Cherokee is one of the Jeep brand's best-known names, and it returns to the U.S. with the launch of the 2014 Cherokee, which arrives at dealers in the third quarter of 2013. While the new Cherokee is the replacement for the Liberty SUV in Jeep's lineup, the two models couldn't be more different in terms of design, powertrains, construction and features.
The new Cherokee's styling — particularly its front end — represents a radical departure for Jeep design, and one that's bound to be controversial. The upper portion of the seven-slot grille is raked rearward but the design's bigger departure — and risk — is its use of stacked lighting elements. The highest ones look like slender headlights, but they're actually daytime running lights; the headlights are below them, and the fog lights are set even lower in the front bumper. It's all very modern and gives the Cherokee a futuristic look.
The Cherokee uses the same unibody platform that underpins the Dodge Dart compact car. Though not as rugged as a traditional body-on-frame setup, Jeep says the Cherokee will be able to tow up to 4,500 pounds with the available V-6 engine and deliver Trail Rated capability in Trailhawk trim. The Trailhawk's enhanced off-road prowess is enabled by more aggressive approach and departure angles, a 1-inch suspension lift, skid plates and a locking rear differential.
The base engine is a 2.4-liter four-cylinder that makes 184 horsepower and 171 pounds-feet of torque. The optional V-6 is a smaller version of Chrysler's ubiquitous 3.6-liter V-6. Displacing 3.2 liters, the Cherokee's V-6 makes nearly as much power as its larger sibling: 271 hp versus 290 hp for the 3.6-liter V-6 in the Grand Cherokee and 239 pounds-feet of torque instead of 260. Both engines work with a nine-speed automatic transmission, and models with the 2.4-liter four-cylinder get an estimated 31 mpg on the highway according to Jeep (complete EPA fuel economy estimates haven't been released).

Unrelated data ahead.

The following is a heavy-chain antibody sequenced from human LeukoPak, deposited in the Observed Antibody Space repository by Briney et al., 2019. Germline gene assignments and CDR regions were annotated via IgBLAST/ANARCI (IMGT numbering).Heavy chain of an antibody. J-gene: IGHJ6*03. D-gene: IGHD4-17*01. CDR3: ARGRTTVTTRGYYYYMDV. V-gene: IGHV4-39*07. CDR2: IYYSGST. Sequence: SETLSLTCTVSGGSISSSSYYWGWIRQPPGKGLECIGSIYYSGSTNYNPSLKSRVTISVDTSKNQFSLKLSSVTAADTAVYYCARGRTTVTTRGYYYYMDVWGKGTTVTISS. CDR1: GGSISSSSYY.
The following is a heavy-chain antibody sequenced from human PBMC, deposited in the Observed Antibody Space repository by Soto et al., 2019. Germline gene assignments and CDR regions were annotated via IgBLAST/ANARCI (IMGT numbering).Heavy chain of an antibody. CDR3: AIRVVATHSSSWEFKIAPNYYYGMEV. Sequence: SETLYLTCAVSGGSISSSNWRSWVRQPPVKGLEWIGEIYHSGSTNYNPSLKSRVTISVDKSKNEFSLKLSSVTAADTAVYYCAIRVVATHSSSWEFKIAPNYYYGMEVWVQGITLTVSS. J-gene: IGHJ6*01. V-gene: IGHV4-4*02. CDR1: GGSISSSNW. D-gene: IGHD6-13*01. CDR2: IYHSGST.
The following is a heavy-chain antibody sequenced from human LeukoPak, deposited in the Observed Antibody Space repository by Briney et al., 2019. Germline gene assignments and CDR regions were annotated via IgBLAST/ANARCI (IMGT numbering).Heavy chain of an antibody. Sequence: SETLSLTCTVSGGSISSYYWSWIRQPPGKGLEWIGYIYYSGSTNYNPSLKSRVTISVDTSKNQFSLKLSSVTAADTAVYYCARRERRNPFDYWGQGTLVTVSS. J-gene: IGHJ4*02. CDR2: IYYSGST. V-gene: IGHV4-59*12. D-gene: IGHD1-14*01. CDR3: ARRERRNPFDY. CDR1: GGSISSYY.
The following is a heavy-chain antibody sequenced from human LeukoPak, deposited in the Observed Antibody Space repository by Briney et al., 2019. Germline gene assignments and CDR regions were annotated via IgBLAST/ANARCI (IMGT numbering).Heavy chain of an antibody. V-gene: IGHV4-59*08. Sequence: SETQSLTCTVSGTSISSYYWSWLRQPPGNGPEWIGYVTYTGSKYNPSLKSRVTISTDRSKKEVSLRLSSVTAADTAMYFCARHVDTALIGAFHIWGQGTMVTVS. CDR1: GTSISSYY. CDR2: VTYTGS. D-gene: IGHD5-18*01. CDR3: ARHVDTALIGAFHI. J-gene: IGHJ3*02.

Front-wheel drive is standard but three four-wheel-drive systems are offered. Jeep Active Drive I has a single-speed transfer case while Jeep Active Drive II has a two-speed transfer case with low range. The most capable system — Jeep Active Drive Lock — is a low-range system with a locking rear differential. The four-wheel-drive systems incorporate Selec-Terrain, which has five selectable modes like Snow and Sand/Mud, to make it easy to match the drivetrain's responses to driving conditions.
The Cherokee's modern design theme carries over to the cabin, which has room for five people on two rows of seats. Cloth upholstery is standard; Nappa leather is available. Heated and ventilated front seats and a heated steering wheel are also available. The 60/40-split folding backseat can slide forward or rearward to benefit passenger or cargo room. With the backseat in its fully forward position there's 29.7 cubic feet of cargo room, which is a little less than the Equinox (31.5), Edge (32.2) and RAV4 (38.4) offer.
Available technology features include a wireless charging pad for portable devices, a reconfigurable 7-inch screen in the instrument panel, an 8.4-inch touch-screen entertainment system in the middle of the dashboard and a self-parking system that automatically steers the Cherokee into a parking space while the driver controls vehicle speed.
As for safety features, the Cherokee comes with 10 standard airbags, antilock brakes and an electronic stability system. Its suite of safety technology can be supplemented with a number of electronic systems. These include enhanced adaptive cruise control, which can bring the Cherokee to a complete stop if traffic necessitates, as well as enhanced forward collision warning, which readies the brakes and emits audible and visual warnings when a crash is possible. If the driver doesn't react, the system can tap the brakes to warn the driver and supplement the driver's braking effort.